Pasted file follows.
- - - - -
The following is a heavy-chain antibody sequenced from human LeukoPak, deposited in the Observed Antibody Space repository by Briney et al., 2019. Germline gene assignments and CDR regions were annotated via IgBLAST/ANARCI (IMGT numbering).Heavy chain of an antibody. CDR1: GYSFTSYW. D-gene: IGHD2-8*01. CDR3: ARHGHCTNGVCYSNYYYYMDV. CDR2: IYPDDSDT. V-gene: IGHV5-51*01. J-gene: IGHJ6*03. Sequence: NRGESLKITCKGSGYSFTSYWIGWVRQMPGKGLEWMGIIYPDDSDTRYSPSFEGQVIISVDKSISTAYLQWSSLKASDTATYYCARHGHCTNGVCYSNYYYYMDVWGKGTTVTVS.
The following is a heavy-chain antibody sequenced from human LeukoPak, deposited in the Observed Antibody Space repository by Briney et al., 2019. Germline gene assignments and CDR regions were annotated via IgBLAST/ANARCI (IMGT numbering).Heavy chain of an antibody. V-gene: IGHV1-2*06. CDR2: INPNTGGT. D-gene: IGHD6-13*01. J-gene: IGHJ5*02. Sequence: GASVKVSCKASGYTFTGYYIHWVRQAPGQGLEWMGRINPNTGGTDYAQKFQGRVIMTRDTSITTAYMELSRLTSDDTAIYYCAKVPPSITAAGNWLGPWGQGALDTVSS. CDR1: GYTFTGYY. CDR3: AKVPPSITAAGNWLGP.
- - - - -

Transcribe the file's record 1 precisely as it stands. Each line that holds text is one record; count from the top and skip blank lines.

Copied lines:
The following is a heavy-chain antibody sequenced from human LeukoPak, deposited in the Observed Antibody Space repository by Briney et al., 2019. Germline gene assignments and CDR regions were annotated via IgBLAST/ANARCI (IMGT numbering).Heavy chain of an antibody. CDR1: GYSFTSYW. D-gene: IGHD2-8*01. CDR3: ARHGHCTNGVCYSNYYYYMDV. CDR2: IYPDDSDT. V-gene: IGHV5-51*01. J-gene: IGHJ6*03. Sequence: NRGESLKITCKGSGYSFTSYWIGWVRQMPGKGLEWMGIIYPDDSDTRYSPSFEGQVIISVDKSISTAYLQWSSLKASDTATYYCARHGHCTNGVCYSNYYYYMDVWGKGTTVTVS.